Tinydns: Kiss Your BIND Good-bye
If you're feeling bedeviled by BIND and nagged by named, Tinydns is a scalable and secure replacement for everything from home user DNS cacheing to large-scale enterprise networks.
DNS admins rejoice, for thy long years of torment are over. No more shall BIND bewitch and betray thee, for there is a new kid on the block: Tinydns.
No discussion of Tinydns is complete without mention of its author, D. J. Bernstein. Professor Bernstein is a very smart mathematician and scientist. He has written and given away many top-quality programs, such as qmail, daemontools, ezmlm, and djbdns. He offers cash rewards to anyone who can find security holes. He is suing the US Government. Professor Bernstein is not known for inspiring love and affection, to the point that many people refuse to use his software.
This is a mistake. BIND has been maintained over the years by a number of different people, many of whom are nice, lovable persons. No matter how lovable these hardworking, admirable persons are, BIND is a mess.
Tinydns does things very differently from BIND: small, secure, easy to configure, and scalable, all the way from home user using dnscache to speed up Web browsing, to giant mega-sites handling hundreds of queries per second with tinydns. No more named handling both authoritative name services and caching services, whether you need all that baggage or not. Every chore is handed off to small, specialized components that are installed and used only as needed.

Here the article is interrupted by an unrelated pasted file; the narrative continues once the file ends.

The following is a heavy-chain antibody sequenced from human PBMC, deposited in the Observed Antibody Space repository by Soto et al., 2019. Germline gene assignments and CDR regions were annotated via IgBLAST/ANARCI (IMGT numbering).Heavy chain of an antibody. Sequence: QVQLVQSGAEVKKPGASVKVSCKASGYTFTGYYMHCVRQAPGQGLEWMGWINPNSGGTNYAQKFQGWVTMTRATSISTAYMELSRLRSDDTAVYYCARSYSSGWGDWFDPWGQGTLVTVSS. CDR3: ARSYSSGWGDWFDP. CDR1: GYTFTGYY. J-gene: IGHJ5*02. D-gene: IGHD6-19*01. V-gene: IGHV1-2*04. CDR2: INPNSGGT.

Some other interesting components of djbdns:
- rbldns: server for managing RBLs (realtime blackhole lists)
- walldns: untruthful server that creates fake answers to IP address lookup requests. Used to protect your internal network
- axfrdns: handles TCP queries and zone transfers. Prof. Bernstein does not think much of DNS-over-TCP, he says it is slower than DNS-over-UDP, and more vulnerable to denial-of-service attacks. Here it is anyway, for those who want it.
I love this quote from the qmail security guarantee page: "Move separate functions into mutually untrusting programs...these programs don't even trust each other." Sound principle that also applies to djbdns. dnscache, tinydns, and walldns run as dedicated non-root UIDs inside chroot jails. dnscache is immune to cache poisoning. tinydns and walldns never cache information, nor do they support recursion.
Nice Features Make Happy Admins
dnscache is limited by default to a cache size of 1 megabyte. When it fills up, the oldest entries are discarded. It can be configured to send queries for a particular domain to a specific server or servers, such as internal servers behind a firewall.
tinydns does load balancing, and client differentiation, or directing clients to specific servers. Databases for tinydns and rbldns are compiled into cdb format, a fast, low-overhead, mission-critical-quality database written by- you guessed it, D.J. Bernstein.
djbdns features a brand-new client library, replacing the old BIND res_*/dn_* library. It dynamically allocates memory as needed, and is threadable and asynchronous, which means using fewer system resources and delivering more speed.